I also think there is ample room to drown betwixt “self-determination” and “nationalism”, though the terms seem to be used indiscriminately and interchangeably …
Doumani, Beshara B. “Rediscovering Ottoman Palestine: Writing Palestinians into History.” Journal of Palestine Studies 21, no. 2 (January 1, 1992): 5–28. Accessed March 15, 2015. http://www.jstor.org/stable/2537216.
Hi Nicholas, I appreciate such a comprehensive comment on the article and I felt it merited a comprehensive response. It’s been a long time since I’ve enjoyed such a stimulating comment to one of my articles and I hope that in the future you will continue to offer your insights and opinions.
For the sake of brevity I’ll address some of these points below with verbatim reference to your comments. I agree that Islamism as an ideology has attached itself to nationalist movements in the modern era with some caveats.
You wrote in respect of ISIS that:
Absolutely! Wahhabism and its spiritual father Ibn Tammiya’s doctrines were and are considered heresy in mainstream Islam.
However, I would also argue that the very extremism of Wahhabi and Deobandi ideology is derived from both ideological and ethno-nationalist sentiments.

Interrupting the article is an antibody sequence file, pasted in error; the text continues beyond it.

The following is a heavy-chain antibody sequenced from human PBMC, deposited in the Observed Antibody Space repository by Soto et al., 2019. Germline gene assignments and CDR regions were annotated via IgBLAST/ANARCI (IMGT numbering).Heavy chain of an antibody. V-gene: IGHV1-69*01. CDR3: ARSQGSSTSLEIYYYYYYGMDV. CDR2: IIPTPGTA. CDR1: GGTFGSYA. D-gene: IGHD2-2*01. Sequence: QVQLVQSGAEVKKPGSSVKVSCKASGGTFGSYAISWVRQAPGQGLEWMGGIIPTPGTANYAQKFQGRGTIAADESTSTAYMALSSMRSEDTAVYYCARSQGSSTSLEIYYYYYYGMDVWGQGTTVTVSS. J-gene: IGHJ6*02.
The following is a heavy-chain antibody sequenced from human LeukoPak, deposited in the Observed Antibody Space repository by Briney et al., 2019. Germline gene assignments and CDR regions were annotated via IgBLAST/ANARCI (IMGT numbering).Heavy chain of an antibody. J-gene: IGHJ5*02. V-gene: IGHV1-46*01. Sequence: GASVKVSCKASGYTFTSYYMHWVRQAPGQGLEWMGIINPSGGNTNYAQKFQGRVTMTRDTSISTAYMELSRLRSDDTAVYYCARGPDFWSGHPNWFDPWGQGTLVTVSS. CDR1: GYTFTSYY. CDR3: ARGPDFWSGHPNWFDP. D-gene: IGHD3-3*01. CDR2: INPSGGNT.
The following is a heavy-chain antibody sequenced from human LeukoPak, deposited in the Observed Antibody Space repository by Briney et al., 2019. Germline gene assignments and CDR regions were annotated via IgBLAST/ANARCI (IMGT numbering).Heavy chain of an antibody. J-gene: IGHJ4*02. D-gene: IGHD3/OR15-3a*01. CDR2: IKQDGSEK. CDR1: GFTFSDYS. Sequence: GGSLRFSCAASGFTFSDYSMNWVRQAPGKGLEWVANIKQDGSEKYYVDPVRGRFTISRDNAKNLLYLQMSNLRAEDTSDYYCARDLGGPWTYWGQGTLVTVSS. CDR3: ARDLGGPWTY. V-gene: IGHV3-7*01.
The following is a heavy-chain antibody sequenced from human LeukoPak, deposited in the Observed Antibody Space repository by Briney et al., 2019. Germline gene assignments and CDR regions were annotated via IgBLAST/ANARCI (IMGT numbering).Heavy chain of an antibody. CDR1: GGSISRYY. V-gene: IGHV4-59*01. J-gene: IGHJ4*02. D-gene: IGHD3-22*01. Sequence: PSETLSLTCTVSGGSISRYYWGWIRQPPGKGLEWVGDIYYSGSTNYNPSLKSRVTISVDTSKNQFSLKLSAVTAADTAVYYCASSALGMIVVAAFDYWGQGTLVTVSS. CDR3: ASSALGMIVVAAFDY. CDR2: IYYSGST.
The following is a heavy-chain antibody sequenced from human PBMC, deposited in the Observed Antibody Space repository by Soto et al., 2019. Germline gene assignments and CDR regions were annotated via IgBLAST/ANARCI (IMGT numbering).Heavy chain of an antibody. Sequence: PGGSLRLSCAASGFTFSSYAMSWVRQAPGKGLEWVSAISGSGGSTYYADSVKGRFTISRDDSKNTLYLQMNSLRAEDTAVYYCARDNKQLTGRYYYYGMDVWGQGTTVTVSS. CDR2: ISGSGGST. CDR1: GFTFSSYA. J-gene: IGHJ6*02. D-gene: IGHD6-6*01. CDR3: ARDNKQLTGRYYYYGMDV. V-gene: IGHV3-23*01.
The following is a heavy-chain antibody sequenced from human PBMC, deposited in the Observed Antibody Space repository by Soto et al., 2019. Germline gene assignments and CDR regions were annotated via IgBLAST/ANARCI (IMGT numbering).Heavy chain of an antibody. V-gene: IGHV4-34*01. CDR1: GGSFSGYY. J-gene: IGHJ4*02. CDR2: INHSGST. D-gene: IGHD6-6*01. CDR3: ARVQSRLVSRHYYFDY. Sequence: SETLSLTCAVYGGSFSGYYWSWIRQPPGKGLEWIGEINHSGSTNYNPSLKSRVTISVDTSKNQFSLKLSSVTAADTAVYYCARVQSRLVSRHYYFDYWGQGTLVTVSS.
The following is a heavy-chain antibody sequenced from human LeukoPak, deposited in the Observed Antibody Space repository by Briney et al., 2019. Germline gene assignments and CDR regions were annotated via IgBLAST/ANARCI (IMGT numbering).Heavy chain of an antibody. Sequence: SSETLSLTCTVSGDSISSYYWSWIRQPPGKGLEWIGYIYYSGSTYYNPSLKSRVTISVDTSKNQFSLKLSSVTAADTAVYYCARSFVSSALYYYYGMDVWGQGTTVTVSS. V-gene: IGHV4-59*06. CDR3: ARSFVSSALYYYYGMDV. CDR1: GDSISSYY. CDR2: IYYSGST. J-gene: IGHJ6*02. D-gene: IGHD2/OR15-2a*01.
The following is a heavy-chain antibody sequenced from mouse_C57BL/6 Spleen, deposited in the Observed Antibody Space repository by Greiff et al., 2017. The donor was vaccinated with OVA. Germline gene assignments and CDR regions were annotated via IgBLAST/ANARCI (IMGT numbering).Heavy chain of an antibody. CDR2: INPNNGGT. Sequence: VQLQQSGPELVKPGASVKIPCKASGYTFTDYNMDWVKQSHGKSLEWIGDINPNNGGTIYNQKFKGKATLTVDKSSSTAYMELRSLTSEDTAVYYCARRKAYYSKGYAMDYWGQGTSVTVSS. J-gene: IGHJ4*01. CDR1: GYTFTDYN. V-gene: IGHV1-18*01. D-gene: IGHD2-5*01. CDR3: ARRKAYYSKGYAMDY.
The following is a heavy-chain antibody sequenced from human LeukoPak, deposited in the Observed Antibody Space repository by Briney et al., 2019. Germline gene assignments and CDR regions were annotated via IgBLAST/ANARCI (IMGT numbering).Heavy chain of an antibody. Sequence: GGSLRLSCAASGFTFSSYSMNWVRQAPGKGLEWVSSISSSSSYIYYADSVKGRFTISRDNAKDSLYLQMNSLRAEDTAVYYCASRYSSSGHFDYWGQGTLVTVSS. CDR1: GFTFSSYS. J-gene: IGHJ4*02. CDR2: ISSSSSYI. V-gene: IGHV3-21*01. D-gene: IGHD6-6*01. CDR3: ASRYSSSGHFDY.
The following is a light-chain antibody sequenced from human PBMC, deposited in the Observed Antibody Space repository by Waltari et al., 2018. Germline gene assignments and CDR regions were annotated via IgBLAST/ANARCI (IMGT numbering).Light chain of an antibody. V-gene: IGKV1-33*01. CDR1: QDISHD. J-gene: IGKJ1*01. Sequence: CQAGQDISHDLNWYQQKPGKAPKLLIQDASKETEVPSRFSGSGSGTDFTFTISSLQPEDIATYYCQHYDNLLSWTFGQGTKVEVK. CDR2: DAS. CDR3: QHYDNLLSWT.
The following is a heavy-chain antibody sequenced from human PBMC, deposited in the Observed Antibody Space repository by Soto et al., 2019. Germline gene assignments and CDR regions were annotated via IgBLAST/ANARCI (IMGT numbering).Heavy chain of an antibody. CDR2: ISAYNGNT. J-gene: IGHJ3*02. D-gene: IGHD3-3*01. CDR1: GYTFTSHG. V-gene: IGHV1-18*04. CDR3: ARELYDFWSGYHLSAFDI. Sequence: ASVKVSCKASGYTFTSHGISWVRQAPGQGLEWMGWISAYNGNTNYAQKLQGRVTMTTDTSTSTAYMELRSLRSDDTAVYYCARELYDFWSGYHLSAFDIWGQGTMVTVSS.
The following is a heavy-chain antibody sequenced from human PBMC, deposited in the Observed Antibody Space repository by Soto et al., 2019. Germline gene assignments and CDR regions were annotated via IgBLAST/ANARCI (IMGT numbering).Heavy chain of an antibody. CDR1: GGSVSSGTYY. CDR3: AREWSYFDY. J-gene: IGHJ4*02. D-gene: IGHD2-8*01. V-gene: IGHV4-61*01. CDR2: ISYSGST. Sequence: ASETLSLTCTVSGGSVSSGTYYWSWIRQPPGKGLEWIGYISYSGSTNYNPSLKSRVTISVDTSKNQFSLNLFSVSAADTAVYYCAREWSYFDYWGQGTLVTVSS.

On that basis I’d like to establish a common term of reference regarding the concept of nationalism, something which I failed to do in the article. Nationalism, throughout history is a fluid concept determined by religious, linguistic and political considerations. In the Middle Ages through to the modern era, disparate ethnic groups could and did acknowledge a shared “national” consciousness with other ethnic groups under a monarchical system, whilst still maintaining separate ethnic identities. Examples of this in the West include the Irish, Scots and Welsh in Plantagenet and Angevin Britain and the Ruthenians, Czechs and Hungarians(and other ethnic groups) under the Austrian (later the Austro-Hungarian) Empire.
In the Middle East, the Ottoman Caliphate encompassed populations of Berbers, Arabs, Turkmen, Kurds as did the Baghdad Caliphate prior and post the Mongol Invasion of 1258. In each of these cases, disparate ethnic groups and their customs were brought together under the aegis of a (mostly) shared religious and political leadership. Therefore there existed a common understanding of a national political identity as well as individual tribal and ethnic identities. In fact the Caliphates most closely resembled modern nation states in this regard.